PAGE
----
I just read the op-ed by Uzodinma Iweala. It is an interesting piece. I thought I’d share it.
Last fall, shortly after I returned from Nigeria, I was accosted by a perky blond college student whose blue eyes seemed to match the “African” beads around her wrists.
“Save Darfur!” she shouted from behind a table covered with pamphlets urging students to TAKE ACTION NOW! STOP GENOCIDE IN DARFUR!
It seems that these days, wracked by guilt at the humanitarian crisis it has created in the Middle East, the West has turned to Africa for redemption. Idealistic college students, celebrities such as Bob Geldof and politicians such as Tony Blair have all made bringing light to the dark continent their mission.
Read the rest of the article here
Last year I wrote about a teacher who was suspended for telling his student to “Sit Down Nigga!” I made a brief reference to the Michael Richard’s racial tirade in a blog entry about Cross cultural discourse on Black Culture and the Black Family . Even though the NAACP staged the funeral of the N-word, it appears that the N-word is alive and well and exploited by all sorts of people.
Let me tell you my most recent experience. I met a friend at a random franchise Mexican restaurant for a bite to eat. We haven’t been able to catch up in a long time. She’s from the East Coast and spent several years in New York. Anyone coming to Palo Alto from a major East Coast city often experiences a major culture shock. This is especially the case for African Americans who move from areas where there is a significant African American population. I know of a very WASPy guy whose father moved to Idaho because he felt like the Mexicans and Asians were taking over. One has to wonder how do some of the old timers feel when they see brown faces walking in their multi-million dollar neighborhoods and local spots . You see Palo Alto is an affluent suburb of San Francisco that is predominately white. Rarely do I experience racial hostility, except for the one time when my brother and I were seated next to a skinhead couple at another more trendy franchise restuarant. He had a Black jacket that said “White boy” and “Fuck all yall!” his girlfriend wore a hat that said “Skin.” I am sure they felt like us two Black people invaided their white space of Palo Alto. They didn’t say anything to us, but then again there were only two of them. The issue was that they wore their white supremacist ideology as accessories in order to let people like me and my brother, and the dozen or so Somoans who would have destroyed them in an altercation, that this was their town and Fuck all of us.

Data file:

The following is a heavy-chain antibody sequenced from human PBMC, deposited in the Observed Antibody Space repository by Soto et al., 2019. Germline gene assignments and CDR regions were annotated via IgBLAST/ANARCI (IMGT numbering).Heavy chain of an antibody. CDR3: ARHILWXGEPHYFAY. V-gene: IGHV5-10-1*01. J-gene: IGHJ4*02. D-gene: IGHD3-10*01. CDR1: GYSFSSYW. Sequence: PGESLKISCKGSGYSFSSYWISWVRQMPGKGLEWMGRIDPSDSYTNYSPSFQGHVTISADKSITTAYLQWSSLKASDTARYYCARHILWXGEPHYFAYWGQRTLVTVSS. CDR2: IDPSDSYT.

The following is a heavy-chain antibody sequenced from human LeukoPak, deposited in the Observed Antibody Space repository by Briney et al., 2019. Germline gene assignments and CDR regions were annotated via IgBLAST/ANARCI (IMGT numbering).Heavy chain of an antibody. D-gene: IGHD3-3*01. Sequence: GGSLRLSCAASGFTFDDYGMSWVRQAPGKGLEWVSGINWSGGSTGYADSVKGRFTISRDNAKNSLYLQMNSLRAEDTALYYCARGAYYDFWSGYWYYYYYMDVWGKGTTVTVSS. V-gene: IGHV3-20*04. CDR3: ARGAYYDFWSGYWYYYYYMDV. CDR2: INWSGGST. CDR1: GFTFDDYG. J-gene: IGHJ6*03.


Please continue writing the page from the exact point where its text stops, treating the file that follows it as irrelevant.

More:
While this was a rare occasion, I do get other instances when I am very much aware of my outsider status. Normally, I get stared at a lot. Last Monday, one of my friends who is racially ambiguous but clearly not white noticed how all these white people stared at us. Some with mouths agape. I assured her it could not all be just because I am black or they are staring at my hair. On occassion someone will pay me a compliment. So, I just assume they are staring for more positive reasons. Not that I should let that get to my head. But last Friday, an old white man at a cafe just stared at me with one of those stone cold stares. I swear it had to last about 20 minutes. There was no friendliness involved, just one of those stares that made me quite uncomfortable. But I tried to act like everything was normal and not let it phase me.
Maybe something was in the air this past week. But it wasn’t just me. I’m not hyper-sensitive or something, and it was more than just stares. That Thursday evening my friend and I ate outside at that franchise Mexican restaurant. After I got up to take wrap up my leftovers my friend informed me that a young hispanic/latina/Chicana used the N-word. She was talking to her Asian and White friends who sat at the table. From what I recall, she said “Oh he’s using that nigger talk.” Immediately I got pissed. My friend, who has dreads, just experienced a child commenting on her hair. This was the last straw. So, my friend went up to the girl and checked her. My friend’s point was that if this teenager felt comfortable saying the N-word in front of her, then what else does the girl have on her mind. The thing that was so disturbing was how comfortable she felt saying it. The girl defended herself by saying that her boyfriend was Black, so she’s not racist. So my friend said, “Would you use that language in front of his mother or grandmother?” The girl said that his mother wasn’t black, he was mixed. That logic amazed me. My friend tried to tell the girl how disrespectful that was and that as a young woman she needs to think about what she says. I am sure in that girl’s mind we were two Black women with attitudes, so I wonder how much did it sink it. We did not appreciate hearing the N-word appropriated by some teeny-boppers who don’t know the gravity of that word. We did not appreciate having to be confronted with that type of issue when all we wanted to do was relax and catch up. But somehow this young woman felt that it was okay to use the N-word within ear shot of two Black women. Who said it was okay? Was it her boyfriend or some of their Black female friends that gave them a pass? Did one of their friends tell them, “Hey you’re one of us, so you can use the N-word around us.” Guess what my friends, none of us are authorized to give out that pass. We ned to think about the gravity of our words when we say them. We need to hold ourselves and others accountable for what they say and how it can affect others.